Separately, Moore helped to complete a “Columbus Police Property Record and Receipt” form, which included a “Record of Custody” section. Id. at 4-5 (citing ECF No. 36-1 ¶ 23). When completing the form, however, Moore made a mistake-what he calls a “scrivener's error”-and inadvertently omitted a “1” when writing the “12” in the date portion of the Record of Custody section; as a result, the date reads “1-2-16, ” rather than “1-12-16, ” as he intended. Id. at 5 (citing ECF No. 36-1 ¶¶ 23-25); ECF No. 36-8. Instead of referring to both bags, the “Details” section of the form also lists only one item, a “plastic bag” (singular) “containing a white crystal substance.” ECF No. 36-8. The Columbus Police Department's property officer signed the Record and Receipt form at 3:45 p.m. on January 13, 2018. ECF No. 36-8. The Indiana State Police laboratory later confirmed that the substance in both bags was methamphetamine. M&C Br. at 5 (citing ECF No. 36-11).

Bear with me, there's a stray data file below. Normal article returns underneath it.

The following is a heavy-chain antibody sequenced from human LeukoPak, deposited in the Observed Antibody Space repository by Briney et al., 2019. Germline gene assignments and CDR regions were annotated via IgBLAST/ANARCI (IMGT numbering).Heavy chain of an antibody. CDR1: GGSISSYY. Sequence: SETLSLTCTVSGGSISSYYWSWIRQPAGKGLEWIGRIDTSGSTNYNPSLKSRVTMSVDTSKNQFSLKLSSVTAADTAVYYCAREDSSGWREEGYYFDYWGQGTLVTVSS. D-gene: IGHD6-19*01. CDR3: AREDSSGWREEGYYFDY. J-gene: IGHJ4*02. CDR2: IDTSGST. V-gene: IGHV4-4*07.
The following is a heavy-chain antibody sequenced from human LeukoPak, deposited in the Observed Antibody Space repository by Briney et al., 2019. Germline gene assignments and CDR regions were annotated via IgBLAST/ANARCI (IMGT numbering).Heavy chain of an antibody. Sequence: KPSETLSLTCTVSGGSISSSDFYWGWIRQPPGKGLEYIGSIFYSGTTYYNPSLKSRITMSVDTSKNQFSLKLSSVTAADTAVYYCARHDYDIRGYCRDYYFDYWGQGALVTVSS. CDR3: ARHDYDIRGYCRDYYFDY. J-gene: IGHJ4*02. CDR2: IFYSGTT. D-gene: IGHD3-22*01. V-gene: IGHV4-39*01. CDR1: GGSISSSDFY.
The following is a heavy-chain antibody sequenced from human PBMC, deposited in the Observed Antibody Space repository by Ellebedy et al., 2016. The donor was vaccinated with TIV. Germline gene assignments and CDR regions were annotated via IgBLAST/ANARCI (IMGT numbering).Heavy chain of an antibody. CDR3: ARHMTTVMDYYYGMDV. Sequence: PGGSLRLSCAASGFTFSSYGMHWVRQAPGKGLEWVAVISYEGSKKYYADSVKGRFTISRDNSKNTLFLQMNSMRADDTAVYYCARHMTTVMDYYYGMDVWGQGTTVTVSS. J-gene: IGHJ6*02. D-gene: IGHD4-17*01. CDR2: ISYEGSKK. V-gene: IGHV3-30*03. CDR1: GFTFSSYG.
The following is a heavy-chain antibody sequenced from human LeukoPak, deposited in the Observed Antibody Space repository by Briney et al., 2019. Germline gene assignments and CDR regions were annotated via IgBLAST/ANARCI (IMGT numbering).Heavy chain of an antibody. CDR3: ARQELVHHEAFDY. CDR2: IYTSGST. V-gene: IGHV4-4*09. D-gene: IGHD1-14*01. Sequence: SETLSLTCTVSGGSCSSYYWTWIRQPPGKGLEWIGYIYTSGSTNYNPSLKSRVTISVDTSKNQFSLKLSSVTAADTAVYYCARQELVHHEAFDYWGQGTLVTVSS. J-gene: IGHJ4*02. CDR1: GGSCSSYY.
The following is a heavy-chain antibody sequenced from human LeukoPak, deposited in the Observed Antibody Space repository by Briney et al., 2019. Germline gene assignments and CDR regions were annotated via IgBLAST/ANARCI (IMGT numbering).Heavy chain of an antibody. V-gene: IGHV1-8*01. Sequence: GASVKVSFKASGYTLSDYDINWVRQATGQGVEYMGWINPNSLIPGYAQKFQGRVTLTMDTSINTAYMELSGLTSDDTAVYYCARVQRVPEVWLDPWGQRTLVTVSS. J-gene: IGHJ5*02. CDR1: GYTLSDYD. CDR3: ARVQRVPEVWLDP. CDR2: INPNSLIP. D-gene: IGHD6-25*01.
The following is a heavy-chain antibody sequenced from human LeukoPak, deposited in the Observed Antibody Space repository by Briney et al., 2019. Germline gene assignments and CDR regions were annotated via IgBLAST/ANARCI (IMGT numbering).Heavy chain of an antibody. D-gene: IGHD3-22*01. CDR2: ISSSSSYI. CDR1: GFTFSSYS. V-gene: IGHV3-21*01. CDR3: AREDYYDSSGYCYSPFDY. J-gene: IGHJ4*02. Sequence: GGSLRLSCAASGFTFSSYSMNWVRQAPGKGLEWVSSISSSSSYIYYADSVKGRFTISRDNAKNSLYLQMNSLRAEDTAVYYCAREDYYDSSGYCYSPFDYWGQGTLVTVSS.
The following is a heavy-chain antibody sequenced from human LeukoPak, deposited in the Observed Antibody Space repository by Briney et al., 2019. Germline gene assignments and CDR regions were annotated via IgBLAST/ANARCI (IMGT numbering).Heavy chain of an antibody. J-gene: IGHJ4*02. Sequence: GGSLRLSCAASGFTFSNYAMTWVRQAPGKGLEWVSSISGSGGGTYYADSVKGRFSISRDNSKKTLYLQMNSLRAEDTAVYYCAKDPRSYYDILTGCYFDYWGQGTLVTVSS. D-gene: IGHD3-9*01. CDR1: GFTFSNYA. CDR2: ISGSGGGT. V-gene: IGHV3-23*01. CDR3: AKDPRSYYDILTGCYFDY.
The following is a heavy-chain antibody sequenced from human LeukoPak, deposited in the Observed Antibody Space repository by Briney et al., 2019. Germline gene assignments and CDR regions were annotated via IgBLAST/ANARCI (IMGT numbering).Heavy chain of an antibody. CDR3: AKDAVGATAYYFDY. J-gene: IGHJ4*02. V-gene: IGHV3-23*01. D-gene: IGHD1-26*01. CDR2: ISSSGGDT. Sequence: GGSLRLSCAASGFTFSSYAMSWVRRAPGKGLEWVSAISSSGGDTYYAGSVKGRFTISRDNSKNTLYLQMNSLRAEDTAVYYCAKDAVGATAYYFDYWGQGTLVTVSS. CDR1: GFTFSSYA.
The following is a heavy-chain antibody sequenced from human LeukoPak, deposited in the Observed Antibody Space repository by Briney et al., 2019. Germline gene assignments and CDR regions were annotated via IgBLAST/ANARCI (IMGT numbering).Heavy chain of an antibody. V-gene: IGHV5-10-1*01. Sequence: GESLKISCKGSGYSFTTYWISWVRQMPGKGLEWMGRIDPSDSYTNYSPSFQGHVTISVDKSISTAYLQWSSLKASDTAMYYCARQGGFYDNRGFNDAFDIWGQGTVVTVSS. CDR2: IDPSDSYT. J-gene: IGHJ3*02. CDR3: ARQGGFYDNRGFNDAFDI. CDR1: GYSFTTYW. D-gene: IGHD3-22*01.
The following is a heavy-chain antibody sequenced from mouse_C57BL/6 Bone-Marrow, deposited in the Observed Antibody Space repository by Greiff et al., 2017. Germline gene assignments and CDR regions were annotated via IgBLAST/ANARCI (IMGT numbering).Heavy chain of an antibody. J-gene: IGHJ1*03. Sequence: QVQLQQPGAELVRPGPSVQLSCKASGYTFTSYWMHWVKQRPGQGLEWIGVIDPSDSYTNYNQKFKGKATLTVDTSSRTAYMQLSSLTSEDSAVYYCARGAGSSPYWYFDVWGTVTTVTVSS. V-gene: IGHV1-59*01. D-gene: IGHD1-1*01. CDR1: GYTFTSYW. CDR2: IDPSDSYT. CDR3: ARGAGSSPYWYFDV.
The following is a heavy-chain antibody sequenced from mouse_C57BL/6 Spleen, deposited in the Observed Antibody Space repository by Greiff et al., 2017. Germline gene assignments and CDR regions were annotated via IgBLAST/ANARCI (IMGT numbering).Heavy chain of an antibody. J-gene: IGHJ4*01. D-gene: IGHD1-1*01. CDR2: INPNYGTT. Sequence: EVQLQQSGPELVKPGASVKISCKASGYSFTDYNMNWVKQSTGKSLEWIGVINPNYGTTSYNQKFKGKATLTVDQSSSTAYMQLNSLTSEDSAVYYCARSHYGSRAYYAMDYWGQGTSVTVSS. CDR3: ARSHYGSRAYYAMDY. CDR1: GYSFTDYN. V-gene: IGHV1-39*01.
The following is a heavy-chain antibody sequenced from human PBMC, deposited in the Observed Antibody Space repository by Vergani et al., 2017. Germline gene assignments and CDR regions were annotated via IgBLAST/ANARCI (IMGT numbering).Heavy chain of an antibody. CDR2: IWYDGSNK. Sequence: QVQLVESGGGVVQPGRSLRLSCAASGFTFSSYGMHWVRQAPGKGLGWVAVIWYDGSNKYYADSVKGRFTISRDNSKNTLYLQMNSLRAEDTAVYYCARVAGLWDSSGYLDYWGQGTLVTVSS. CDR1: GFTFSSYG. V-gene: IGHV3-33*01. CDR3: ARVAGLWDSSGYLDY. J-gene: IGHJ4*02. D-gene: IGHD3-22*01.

Matney signed a probable cause affidavit in support of an arrest warrant for Schlueter on September 22, 2016. Matney Br. at 4 (citing ECF No. 41-1 ¶ 8; ECF No. 41-2). The affidavit recounted both the January 6, 2016 and the January 11, 2016 purchases from Schlueter. Id. (citing ECF No. 41-2). An arrest warrant issued, resulting in Schlueter's arrest on October 6, 2016, by a Bartholomew County Sheriff's deputy, who transported Schlueter to the county jail. ECF No. 41-3 ¶¶ 30-31. Schlueter was charged with two counts of dealing methamphetamine, one count each for the January 6 and January 11 sales. Id. ¶¶ 32-33. In early March 2017, he filed a motion to suppress the evidence from the January 11, 2016 sale based on the discrepancies in the Record and Receipt form. Matney Br. at 4 (citing ECF No. 41-7). Shortly thereafter, the court dismissed without prejudice the charge related to the January 11 sale. ECF No. 41-6. Matney filed this action soon after. At the time the defendants filed their summary judgment motions, the charge against Schlueter for the January 6 sale remained pending and was set for trial in March 2018. Matney Br. at 4 (citing ECF No. 41-6).